Marketers have historically used the old reliable ‘funnel’ as the analogy of choice when it comes to describing a customer’s buying journey. And why not? The funnel has served us well. But, when the global market evolves and people adopt a more digital-centric focus, changing the way they interact with brands, the need for a more relevant mechanism has risen.
And here, the Marketing Flywheel is born.
Before we unpack the new marketing model, let’s look at our old funnel friend to provide a fair comparison.
The Marketing Funnel
When we refer to the marketing funnel as an ‘old friend’, it’s because the concept dates all the way back to 1898 where E. St. Elmo Lewis first coined the idea to map out a customer’s theoretical journey from the point they become aware of your brand and product, right through to the action of making a purchase and all the steps in between.
Adapted by marketers to change with the times and trends, there are dozens of modern versions, but all with the same linear principal and broken down into the following steps:
Awareness – Sits at the top and widest point of the funnel, casting a large net over a target audience
Consideration – Sits in a narrower position below awareness and describes the point a customer considers a purchase
Conversion – Lies in the narrowest part of the funnel, representing the point of a sales conversion
The funnel’s structure represents these stages, but also the quantity of people who reach each stage; the top representing the larger audience with the numbers dropping down as the funnel becomes narrower through the different stages.
The Marketing Flywheel
The flywheel is a device with a rotational mechanism designed to efficiently store energy that can be converted into gaining more momentum. If you’re not into physics, the flywheel uses its momentum to continue spinning. The more energy it gathers, the more momentum can be gained and added to its overall function.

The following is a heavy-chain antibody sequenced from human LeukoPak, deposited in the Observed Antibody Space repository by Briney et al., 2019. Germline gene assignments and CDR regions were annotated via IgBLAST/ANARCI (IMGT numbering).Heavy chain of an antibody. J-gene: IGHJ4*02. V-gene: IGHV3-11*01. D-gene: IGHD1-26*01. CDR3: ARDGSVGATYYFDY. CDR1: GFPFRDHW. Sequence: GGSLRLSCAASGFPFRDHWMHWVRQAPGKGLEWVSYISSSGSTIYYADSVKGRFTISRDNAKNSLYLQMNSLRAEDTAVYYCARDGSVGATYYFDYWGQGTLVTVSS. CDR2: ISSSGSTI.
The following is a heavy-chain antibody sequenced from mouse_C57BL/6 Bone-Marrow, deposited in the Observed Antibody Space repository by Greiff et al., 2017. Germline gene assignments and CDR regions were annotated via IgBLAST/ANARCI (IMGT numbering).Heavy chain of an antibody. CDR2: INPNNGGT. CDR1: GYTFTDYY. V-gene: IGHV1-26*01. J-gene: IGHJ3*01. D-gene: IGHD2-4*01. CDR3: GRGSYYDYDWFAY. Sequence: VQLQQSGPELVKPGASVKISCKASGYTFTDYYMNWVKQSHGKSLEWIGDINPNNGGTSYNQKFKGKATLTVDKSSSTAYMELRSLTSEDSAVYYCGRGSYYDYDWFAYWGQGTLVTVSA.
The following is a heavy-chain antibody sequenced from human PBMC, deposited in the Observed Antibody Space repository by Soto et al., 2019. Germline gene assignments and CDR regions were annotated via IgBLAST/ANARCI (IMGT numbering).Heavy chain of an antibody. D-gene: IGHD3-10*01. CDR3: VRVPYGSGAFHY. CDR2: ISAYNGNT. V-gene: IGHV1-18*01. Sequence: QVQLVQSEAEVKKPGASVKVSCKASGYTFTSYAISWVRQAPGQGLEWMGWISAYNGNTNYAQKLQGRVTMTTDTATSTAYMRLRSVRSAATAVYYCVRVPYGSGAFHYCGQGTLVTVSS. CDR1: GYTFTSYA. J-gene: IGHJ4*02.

How does it fit in with marketing?
It’s circular, not linear
The marketing funnel is a top-to-bottom linear structure. A lot of effort is put into filling the top with as many people as possible in hopes that a small portion of them will funnel down into a sales conversion. The buck stops there, and you start all over again at the top.
The marketing flywheel is circular, representing the ongoing customer relationships and brand loyalty that feed into growth and momentum for your business. The more energy you invest in your customer’s experience throughout their journey with you, the more it comes full circle and feeds back into the spinning wheel.
The three stages of the Marketing Flywheel
HubSpot describe the three stages of the flywheel as:
Attract – attracting the right audience through meaningful interactions, conversation, and engaging content
Engage – understanding your audience and their problems, then providing information and solutions to those problems to build your relationship further
Delight – Providing the best customer experience with your business that offers value and empowerment, giving them a reason to promote you to others
Friction – The Flywheel’s Weakness
The efficiency, energy, and momentum of a flywheel are its biggest strengths and what makes it such an attractive alternative to the funnel. But everything has a weakness, and friction is the kryptonite to the flywheel’s superman speed.
Friction slows momentum and compromises the performance of the entire flywheel. Friction might come in the form of monotonous and tedious tasks slowing down your team, a lack of direction or clarity, or even something as simple as team structure.
Identifying and solving friction points will ensure your marketing flywheel is in full swing and serving your business’s goals to its best capacity.